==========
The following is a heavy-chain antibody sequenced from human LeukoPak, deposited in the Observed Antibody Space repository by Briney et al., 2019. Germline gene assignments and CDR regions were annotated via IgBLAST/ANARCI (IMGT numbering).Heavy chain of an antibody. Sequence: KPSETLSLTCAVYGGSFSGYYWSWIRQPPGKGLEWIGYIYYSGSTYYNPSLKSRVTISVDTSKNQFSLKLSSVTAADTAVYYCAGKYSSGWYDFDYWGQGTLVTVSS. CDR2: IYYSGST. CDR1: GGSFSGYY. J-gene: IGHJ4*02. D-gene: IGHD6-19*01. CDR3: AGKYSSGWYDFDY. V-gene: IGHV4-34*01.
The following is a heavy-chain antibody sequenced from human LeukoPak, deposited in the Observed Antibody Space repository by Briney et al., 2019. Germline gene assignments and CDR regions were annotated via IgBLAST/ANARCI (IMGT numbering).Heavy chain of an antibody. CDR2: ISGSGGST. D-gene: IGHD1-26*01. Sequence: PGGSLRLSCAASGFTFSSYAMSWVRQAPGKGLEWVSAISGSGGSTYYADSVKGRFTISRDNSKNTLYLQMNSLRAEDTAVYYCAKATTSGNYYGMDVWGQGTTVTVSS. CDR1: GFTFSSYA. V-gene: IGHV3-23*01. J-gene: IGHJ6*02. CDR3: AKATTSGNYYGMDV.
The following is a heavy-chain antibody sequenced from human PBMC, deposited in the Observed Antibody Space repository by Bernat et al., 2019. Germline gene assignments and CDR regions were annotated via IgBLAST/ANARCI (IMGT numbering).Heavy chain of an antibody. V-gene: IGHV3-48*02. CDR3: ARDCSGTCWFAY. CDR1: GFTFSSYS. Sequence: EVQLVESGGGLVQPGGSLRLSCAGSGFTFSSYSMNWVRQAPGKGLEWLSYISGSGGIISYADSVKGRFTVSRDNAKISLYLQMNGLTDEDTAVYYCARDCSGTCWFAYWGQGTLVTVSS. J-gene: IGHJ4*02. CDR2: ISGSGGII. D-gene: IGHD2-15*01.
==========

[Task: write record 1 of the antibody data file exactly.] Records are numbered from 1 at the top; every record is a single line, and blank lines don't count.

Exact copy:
The following is a heavy-chain antibody sequenced from human LeukoPak, deposited in the Observed Antibody Space repository by Briney et al., 2019. Germline gene assignments and CDR regions were annotated via IgBLAST/ANARCI (IMGT numbering).Heavy chain of an antibody. Sequence: KPSETLSLTCAVYGGSFSGYYWSWIRQPPGKGLEWIGYIYYSGSTYYNPSLKSRVTISVDTSKNQFSLKLSSVTAADTAVYYCAGKYSSGWYDFDYWGQGTLVTVSS. CDR2: IYYSGST. CDR1: GGSFSGYY. J-gene: IGHJ4*02. D-gene: IGHD6-19*01. CDR3: AGKYSSGWYDFDY. V-gene: IGHV4-34*01.